Friday, September 3, 2010


I should probably warn you that this is a venting post.  Please bear with me.

Today was a long day; mainly caused by many patients not showing up.  It happens quite frequently on the Friday before a holiday.  It makes the day just drag on and there is only so much cleaning one can do before taken over by the fumes.

But what I'm most frustrated about is parents.  Parents that don't act like parents.  Parents that don't know when to stay in the lobby and don't know when to keep their mouths shut.  Parents that interfere with me doing my job.

So here's my advise to those who are parents or may become parents one day.  This is how to behave when bringing your children to the dentist.

* Coming back into the treatment room is a privilege, not a right.  If you kid behaves, you get to stay.  If they misbehave or don't cooperate (depending upon age), you don't get to stay.  Six year olds are old enough to take directions from someone who is not their mother.  Much less 13 year olds.

*Don't deny your kids local anesthetic.  Just because you may not use it doesn't mean that your kid is tough enough to not need it.  Everyone's pain tolerance is different.  Let your kid have the choice of having novacaine or not.  It makes them feel like they have some control over the situation.

*When going over post op instructions and I tell you that pain meds would be a good idea before the novacaine wears off, don't tell me "Oh, I won't.  We do meditation".  Don't let your kid have an extreme toothache when taking a little bit of ibprofen would help with any discomfort.

*Don't let your kids run up and down the hall yelling.  There are other patients in the office and privacy needs to be respected.

*Allow me to go over the steps of the procedure.  Having them see the tools lets them see that nothing's sharp or scary.  They also get to understand the purpose of each tool.  It's actually kind of cool.  It also lets them know what to expect and the fear of the unknown goes away.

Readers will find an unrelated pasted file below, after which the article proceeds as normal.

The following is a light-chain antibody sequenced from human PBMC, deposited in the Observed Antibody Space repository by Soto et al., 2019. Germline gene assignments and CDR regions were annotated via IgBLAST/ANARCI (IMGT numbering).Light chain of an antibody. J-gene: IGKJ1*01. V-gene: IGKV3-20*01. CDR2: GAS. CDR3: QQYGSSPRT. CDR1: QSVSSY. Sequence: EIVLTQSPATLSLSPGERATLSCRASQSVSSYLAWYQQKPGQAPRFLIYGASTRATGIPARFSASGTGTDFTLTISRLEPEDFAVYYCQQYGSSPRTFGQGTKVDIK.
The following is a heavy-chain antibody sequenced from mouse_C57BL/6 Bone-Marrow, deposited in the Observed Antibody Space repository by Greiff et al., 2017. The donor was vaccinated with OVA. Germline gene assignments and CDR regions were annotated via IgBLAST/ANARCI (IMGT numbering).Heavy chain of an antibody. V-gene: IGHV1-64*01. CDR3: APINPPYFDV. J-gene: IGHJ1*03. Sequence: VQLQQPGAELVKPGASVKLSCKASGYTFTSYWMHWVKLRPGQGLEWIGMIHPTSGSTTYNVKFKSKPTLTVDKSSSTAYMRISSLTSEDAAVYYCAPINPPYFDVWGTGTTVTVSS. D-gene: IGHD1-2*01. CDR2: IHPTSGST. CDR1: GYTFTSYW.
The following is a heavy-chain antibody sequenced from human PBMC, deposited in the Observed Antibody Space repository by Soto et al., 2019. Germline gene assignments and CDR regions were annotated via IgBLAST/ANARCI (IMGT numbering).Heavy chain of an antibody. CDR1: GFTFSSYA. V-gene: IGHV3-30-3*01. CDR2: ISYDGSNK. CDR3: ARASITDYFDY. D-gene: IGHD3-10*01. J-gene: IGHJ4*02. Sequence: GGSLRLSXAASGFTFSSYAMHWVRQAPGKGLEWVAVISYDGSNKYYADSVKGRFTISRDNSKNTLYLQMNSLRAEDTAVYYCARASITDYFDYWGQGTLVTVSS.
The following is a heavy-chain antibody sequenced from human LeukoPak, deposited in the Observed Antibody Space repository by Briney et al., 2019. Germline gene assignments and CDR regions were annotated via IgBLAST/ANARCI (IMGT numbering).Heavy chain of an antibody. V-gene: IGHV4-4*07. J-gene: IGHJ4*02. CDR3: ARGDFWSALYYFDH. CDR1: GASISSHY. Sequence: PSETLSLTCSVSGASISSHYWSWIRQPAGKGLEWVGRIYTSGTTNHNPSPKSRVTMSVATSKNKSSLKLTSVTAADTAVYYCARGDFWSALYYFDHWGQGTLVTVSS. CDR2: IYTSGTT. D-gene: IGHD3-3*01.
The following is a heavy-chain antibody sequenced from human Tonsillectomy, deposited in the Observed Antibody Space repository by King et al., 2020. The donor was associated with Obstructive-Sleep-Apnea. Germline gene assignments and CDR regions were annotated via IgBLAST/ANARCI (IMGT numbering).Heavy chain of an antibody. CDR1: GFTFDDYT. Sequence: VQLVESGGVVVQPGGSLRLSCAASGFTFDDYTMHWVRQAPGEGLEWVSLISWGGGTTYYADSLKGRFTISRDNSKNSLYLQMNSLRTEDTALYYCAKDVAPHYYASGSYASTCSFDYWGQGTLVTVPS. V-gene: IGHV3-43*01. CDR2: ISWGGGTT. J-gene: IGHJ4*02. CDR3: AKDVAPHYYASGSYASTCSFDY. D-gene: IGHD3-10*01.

*Don't tell your kid that it will or won't hurt.  Bringing up the H word tells them that something WILL hurt.  Don't even say "I'll only hurt for just a bit".  We prefer to explain what kind of "hurt" it will be.'ll feel a pinch; or a poke, or a mosquito bite.  Or it'll feel weird or puffy or uncomfortable.(as in local anesthetic). 

*When we're all done and we're praising your kid because they did a great job, don't say "You should have cried."  What is that?  What does that should have cried?  By saying that, you are training your kid to think that when they go to the dentist or the doctor that they are going to cry.  Getting them worked up about treatment just makes things worse.  Be mellow and positive.  Having a negative attitude makes the visit go down the toilet real fast.

*Let your kids enjoy the dentist.  Let them pick out their own toy, pencil or sticker.  It's a reward for them doing a wonderful job.  Even if it means it's another "piece of junk" to take home.

**Edit 9/4/10***
I forgot to mention one thing.  Bringing kids back to the room by themselves without mom or dad makes them feel like they are BIG.  That they can handle it by themselves and they'll be okay.  I know some parents like to be in the room to hold their hand and to make sure they're alright or maybe just to watch.  But if we have problems, we'll come get you.  And sometimes having a spectator in the room distracts your child from what we are telling them and having a troupe of siblings in there too creates chaos.  My chair is not a monkey bar swing.  And if your kid breaks it, you get the bill. 


simplicity said...

Good advice Julie! I'm glad that I haven't broken any of your rules yet! We send all the kids in on their own and wait in the lobby and haven't had to deal with anesthetic yet (meaning no cavities)! (Thank God!)

Gina said...

Great advice Julie! That stinks that some parents are like that. Sorry to hear you had a bad day.